Assessing the Performance of Local Authorities in Zambia During the COVID-19 Pandemic

Mulenga Chonzi Mulenga and James Mulenga

Abstract

The Covid-19 pandemic has had far-reaching impacts on human well-being, consequently affecting the operations and delivery of services by governments around the world. In many cases, the effective provision of essential services has been limited at both national and local levels of government. This study aims to assess the performance and challenges faced by the local authorities in Zambia in the wake of the Covid-19 pandemic by collecting both qualitative and quantitative data. Qualitative data was collected from the Ministry of Local Government and Housing (MLGH) and the Covid-19 Advisory Center for Local Authorities, while quantitative data was collected from 32 local authorities across nine provinces in Zambia. Quantitative data was analyzed using descriptive statistics, while qualitative data was analyzed using theme assignment.

The study has established that Covid-19 has affected the provision of key services by local authorities in Zambia, with some services suspended and others increased. It has also established that local authorities in Zambia faced new challenges during the Covid-19 pandemic, such as increased operational costs arising from adopting Covid-19 compliance systems. As a result, local authorities, in adherence to WHO and MoH guidelines, have had to employ various response strategies, including social distancing, masking, and hand sanitizing. The study recommends a look into sustainable solutions for councils and long-lasting measures to address the effects of the pandemic and the challenges being faced by the local authorities.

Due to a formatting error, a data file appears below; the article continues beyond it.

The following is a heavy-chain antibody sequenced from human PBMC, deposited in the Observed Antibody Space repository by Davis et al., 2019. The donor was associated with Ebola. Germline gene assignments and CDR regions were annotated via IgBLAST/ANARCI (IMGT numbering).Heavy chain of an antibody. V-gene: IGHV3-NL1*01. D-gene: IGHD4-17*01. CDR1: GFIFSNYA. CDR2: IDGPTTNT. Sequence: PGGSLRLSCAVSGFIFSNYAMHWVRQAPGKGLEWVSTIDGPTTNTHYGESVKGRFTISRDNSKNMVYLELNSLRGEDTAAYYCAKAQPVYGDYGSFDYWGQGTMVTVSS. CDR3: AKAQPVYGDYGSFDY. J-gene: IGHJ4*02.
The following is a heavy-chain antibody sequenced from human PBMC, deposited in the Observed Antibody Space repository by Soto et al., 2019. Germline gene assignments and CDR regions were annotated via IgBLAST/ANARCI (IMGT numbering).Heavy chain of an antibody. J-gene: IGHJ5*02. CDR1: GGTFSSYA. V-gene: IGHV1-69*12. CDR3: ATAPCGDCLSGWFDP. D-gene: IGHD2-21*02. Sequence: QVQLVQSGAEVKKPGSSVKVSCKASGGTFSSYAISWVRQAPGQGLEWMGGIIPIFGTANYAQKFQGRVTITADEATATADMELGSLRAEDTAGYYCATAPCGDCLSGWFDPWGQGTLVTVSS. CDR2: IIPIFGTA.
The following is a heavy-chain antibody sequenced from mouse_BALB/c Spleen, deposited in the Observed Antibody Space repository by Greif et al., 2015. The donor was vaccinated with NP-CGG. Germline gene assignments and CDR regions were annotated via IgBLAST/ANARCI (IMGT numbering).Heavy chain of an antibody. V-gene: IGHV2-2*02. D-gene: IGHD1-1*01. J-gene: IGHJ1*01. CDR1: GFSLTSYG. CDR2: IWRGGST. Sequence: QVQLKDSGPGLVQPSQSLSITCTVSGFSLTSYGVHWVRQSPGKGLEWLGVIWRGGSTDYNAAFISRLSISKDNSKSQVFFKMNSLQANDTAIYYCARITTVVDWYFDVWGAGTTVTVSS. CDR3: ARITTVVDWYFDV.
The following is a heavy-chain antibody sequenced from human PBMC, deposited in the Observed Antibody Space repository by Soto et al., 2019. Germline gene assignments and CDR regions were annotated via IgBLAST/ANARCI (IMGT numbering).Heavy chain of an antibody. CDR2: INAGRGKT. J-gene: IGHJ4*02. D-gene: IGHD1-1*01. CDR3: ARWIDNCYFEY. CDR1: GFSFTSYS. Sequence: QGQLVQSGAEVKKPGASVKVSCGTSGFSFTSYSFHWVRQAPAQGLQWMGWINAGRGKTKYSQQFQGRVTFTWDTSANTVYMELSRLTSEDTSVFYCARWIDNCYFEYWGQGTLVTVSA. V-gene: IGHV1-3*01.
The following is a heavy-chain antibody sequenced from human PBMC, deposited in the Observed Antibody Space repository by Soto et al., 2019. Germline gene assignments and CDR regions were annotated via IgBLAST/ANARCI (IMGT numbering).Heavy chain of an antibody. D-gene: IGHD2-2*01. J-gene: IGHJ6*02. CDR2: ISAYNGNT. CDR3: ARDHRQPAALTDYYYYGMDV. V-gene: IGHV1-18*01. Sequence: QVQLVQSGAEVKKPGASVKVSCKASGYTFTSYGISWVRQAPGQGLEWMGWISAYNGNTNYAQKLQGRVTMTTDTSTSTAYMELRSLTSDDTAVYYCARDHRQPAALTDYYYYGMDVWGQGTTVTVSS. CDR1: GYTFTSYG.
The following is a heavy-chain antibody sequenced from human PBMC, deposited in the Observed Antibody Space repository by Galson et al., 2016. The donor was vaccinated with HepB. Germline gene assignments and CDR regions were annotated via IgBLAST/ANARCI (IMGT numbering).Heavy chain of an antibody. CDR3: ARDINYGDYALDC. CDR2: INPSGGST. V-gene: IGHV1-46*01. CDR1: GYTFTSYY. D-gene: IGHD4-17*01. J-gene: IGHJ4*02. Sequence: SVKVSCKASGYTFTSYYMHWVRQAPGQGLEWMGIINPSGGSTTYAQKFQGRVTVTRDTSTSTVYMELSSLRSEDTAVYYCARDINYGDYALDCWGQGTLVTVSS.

Explaining the Resilience of Single-Party Regimes: Centralized Politics, Promotability, and Corruption

Ngoc Phan

Abstract

The spread of democracy during the Third Wave was accompanied by the expansion of one- party autocracies. Compared to other non-democratic systems, one-party regimes are more durable, suffer fewer coups, and enjoy higher economic growth. Why are single-party regimes so resilient? In this paper, I argue that in certain single-party regimes, centralized politics and meritocratic promotion combine to create an incentive system conducive to development and economic growth, which in turn consolidate the regime’s capacity and legitimacy. Using the case of local politicians in Vietnam, I employ a Regression Discontinuity Design (RDD) to provide evidence that promotion pressures in these regimes incentivize the political elites to rein in rent-seeking, corruption, and the extortion of businesses. These conditions subsequently result in better economic performance in the localities.